Definition of Stop Loss Order
An order placed for buying or selling particular security after it reaches a predetermined price level is known as a stop-loss order, and the reason it is used is to curtail the loss of the investor by automating the trade so that the loss incurred due to execution delays is reduced and that due to oversight is minimized.
It is a trade-off because when security is moving in the expected direction, there is a probability that the achievable profit is higher; however, in order to limit the loss, the investor forgoes excess profits. It is similar to a call or a put option which is used to hedge the risk of movement in the price of the underlying asset.
How does Stop Loss Order Work?
It depends on the type of order explained as follows:
This is bought to minimize the loss of profit; it is set at a level higher than the current market price and behaves like a call option. The order gets triggered whenever the price reaches this point and the stock is bought.
- Stop (Market): Stop (Market) order executes the order at or at a higher price than the stop price. The aim is to execute the order. This is the most common type.
- Stop Limit: Stop Limit order executes the order at the stop price only; otherwise, it doesn’t execute it.
This is bought to minimize the loss; it is set at a level lower than the current market price and behaves like a put option. The order gets triggered whenever the price reaches this point and the stock is sold.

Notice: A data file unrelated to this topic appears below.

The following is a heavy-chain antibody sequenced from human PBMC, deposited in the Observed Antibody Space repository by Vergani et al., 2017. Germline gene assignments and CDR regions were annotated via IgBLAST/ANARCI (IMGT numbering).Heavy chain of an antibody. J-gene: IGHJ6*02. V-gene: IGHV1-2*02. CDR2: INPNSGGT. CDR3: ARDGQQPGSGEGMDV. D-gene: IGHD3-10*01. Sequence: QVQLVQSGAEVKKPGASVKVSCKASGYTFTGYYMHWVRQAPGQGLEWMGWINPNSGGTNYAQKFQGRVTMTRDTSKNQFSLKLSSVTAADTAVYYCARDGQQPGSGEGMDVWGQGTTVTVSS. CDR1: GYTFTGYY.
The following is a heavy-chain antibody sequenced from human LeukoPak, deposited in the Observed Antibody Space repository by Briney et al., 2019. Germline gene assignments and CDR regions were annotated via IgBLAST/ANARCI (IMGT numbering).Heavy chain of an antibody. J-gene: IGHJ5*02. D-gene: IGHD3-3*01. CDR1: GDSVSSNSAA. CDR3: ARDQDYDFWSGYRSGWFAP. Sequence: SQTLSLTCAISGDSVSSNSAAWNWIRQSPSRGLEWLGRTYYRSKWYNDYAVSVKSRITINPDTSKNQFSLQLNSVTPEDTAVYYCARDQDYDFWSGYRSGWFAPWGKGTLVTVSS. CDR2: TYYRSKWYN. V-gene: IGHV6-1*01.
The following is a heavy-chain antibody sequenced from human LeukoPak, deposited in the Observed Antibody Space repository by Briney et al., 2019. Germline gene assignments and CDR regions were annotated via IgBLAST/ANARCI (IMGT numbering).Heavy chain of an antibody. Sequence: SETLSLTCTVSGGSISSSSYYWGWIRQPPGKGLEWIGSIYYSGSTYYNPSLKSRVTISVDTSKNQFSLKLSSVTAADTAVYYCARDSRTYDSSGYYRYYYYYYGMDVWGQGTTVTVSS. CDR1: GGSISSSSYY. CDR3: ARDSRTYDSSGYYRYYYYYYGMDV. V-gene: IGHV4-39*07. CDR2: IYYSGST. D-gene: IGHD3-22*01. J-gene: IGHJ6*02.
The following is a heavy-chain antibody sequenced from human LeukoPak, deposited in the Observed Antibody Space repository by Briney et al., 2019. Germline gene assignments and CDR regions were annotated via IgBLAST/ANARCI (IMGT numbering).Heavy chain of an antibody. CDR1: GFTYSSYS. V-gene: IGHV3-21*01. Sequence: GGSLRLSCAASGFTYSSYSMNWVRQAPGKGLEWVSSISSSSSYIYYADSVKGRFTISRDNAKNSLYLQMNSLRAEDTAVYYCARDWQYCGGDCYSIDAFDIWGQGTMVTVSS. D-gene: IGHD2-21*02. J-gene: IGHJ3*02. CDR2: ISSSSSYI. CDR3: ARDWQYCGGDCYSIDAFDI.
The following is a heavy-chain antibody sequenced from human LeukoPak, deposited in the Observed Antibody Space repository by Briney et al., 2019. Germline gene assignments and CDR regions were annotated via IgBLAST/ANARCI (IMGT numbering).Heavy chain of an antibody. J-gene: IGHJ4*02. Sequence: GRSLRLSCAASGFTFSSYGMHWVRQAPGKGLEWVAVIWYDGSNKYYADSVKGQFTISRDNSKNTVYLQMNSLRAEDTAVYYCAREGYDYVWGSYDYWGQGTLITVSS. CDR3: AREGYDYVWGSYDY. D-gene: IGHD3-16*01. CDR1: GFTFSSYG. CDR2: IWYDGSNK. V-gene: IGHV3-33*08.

- Stop (Market): Stop (Market) order executes the order at or at a lower price than the stop price. The aim is to execute the order. This is the most common type.
- Stop Limit: Stop limit order executes the order at the stop price only; otherwise, it doesn’t execute it.
- Trailing Stop: If the investor bought the stock at $20 and set the stop loss at $10, the percentage of the Stop loss price to the purchase price is 50%, so if in the future the price rises to $40, then the stop price is updated to $20
Example of Stop Loss Order
Suppose an investor is observing that the stock price of Apple Inc. is on a declining trajectory and is currently closing at $50; the investor has a bullish expectation on this stock in the coming 6 months and therefore wishes to hold the stock. However, he might not want to lose out too much on the falling price trend. So if the investor places a stop-loss order at $45, the moment the stock price reaches this level, the stock in his trading account will be sold, and suppose after the sale, the price goes down even further to $43, the investor is saved from incurring an excessive loss of $2 per stock he held.
Similarly, let’s assume that the stock of Amazon is rising. The investor feels that he should benefit from this bullish trend, so he places a buying order if the price reaches $60 because he expects that the price can go up to $100 so he can make a profit of $40 per stock. The moment the stock price reaches $60, the desired number of stock is purchased, and if the price rises beyond that, then the investor profits. If he set the price at $65, he would have lost $5 per stock.